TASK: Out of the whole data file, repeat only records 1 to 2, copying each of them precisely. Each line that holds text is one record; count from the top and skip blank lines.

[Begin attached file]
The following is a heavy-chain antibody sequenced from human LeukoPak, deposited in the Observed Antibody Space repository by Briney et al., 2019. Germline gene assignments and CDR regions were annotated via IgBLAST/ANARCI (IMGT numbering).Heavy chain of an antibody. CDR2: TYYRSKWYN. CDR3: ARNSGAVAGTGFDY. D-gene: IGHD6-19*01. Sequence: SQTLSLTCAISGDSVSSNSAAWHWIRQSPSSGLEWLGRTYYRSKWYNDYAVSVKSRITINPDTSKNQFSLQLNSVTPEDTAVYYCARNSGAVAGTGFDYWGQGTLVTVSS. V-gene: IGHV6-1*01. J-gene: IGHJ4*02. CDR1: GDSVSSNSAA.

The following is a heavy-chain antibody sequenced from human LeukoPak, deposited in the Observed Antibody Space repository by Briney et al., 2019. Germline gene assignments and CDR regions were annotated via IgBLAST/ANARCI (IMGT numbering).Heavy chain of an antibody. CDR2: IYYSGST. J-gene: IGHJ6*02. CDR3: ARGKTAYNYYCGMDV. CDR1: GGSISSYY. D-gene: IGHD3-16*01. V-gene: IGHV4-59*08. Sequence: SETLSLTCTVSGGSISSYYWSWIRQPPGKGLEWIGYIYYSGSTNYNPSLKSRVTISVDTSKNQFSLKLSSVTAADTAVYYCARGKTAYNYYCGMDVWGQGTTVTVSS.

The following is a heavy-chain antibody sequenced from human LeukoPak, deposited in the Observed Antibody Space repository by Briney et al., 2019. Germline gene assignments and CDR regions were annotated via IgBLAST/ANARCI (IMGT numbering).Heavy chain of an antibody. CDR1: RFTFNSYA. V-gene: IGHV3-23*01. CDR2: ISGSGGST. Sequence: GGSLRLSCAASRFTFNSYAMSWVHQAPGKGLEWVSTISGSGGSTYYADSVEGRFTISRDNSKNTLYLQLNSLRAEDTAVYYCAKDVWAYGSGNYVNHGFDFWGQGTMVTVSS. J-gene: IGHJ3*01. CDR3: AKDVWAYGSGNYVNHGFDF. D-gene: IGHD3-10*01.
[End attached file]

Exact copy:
The following is a heavy-chain antibody sequenced from human LeukoPak, deposited in the Observed Antibody Space repository by Briney et al., 2019. Germline gene assignments and CDR regions were annotated via IgBLAST/ANARCI (IMGT numbering).Heavy chain of an antibody. CDR2: TYYRSKWYN. CDR3: ARNSGAVAGTGFDY. D-gene: IGHD6-19*01. Sequence: SQTLSLTCAISGDSVSSNSAAWHWIRQSPSSGLEWLGRTYYRSKWYNDYAVSVKSRITINPDTSKNQFSLQLNSVTPEDTAVYYCARNSGAVAGTGFDYWGQGTLVTVSS. V-gene: IGHV6-1*01. J-gene: IGHJ4*02. CDR1: GDSVSSNSAA.

The following is a heavy-chain antibody sequenced from human LeukoPak, deposited in the Observed Antibody Space repository by Briney et al., 2019. Germline gene assignments and CDR regions were annotated via IgBLAST/ANARCI (IMGT numbering).Heavy chain of an antibody. CDR2: IYYSGST. J-gene: IGHJ6*02. CDR3: ARGKTAYNYYCGMDV. CDR1: GGSISSYY. D-gene: IGHD3-16*01. V-gene: IGHV4-59*08. Sequence: SETLSLTCTVSGGSISSYYWSWIRQPPGKGLEWIGYIYYSGSTNYNPSLKSRVTISVDTSKNQFSLKLSSVTAADTAVYYCARGKTAYNYYCGMDVWGQGTTVTVSS.